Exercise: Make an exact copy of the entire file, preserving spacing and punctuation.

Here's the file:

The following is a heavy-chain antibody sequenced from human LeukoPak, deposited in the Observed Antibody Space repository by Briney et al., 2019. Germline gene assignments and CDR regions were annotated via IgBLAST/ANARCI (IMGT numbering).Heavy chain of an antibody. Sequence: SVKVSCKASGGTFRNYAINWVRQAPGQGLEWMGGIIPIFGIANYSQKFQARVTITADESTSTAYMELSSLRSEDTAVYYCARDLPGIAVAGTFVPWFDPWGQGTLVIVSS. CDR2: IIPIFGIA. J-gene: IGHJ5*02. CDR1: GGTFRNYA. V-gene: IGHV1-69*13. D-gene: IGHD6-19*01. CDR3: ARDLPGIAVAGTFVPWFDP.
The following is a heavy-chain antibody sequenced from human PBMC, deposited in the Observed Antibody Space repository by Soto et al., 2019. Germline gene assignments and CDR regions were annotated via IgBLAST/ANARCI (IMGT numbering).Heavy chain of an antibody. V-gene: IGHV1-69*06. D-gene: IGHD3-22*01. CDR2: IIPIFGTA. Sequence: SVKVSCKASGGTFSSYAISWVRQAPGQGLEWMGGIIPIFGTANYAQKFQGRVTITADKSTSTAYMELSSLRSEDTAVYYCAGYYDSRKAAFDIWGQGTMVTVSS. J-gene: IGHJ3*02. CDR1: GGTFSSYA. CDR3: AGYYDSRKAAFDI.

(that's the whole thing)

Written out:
The following is a heavy-chain antibody sequenced from human LeukoPak, deposited in the Observed Antibody Space repository by Briney et al., 2019. Germline gene assignments and CDR regions were annotated via IgBLAST/ANARCI (IMGT numbering).Heavy chain of an antibody. Sequence: SVKVSCKASGGTFRNYAINWVRQAPGQGLEWMGGIIPIFGIANYSQKFQARVTITADESTSTAYMELSSLRSEDTAVYYCARDLPGIAVAGTFVPWFDPWGQGTLVIVSS. CDR2: IIPIFGIA. J-gene: IGHJ5*02. CDR1: GGTFRNYA. V-gene: IGHV1-69*13. D-gene: IGHD6-19*01. CDR3: ARDLPGIAVAGTFVPWFDP.
The following is a heavy-chain antibody sequenced from human PBMC, deposited in the Observed Antibody Space repository by Soto et al., 2019. Germline gene assignments and CDR regions were annotated via IgBLAST/ANARCI (IMGT numbering).Heavy chain of an antibody. V-gene: IGHV1-69*06. D-gene: IGHD3-22*01. CDR2: IIPIFGTA. Sequence: SVKVSCKASGGTFSSYAISWVRQAPGQGLEWMGGIIPIFGTANYAQKFQGRVTITADKSTSTAYMELSSLRSEDTAVYYCAGYYDSRKAAFDIWGQGTMVTVSS. J-gene: IGHJ3*02. CDR1: GGTFSSYA. CDR3: AGYYDSRKAAFDI.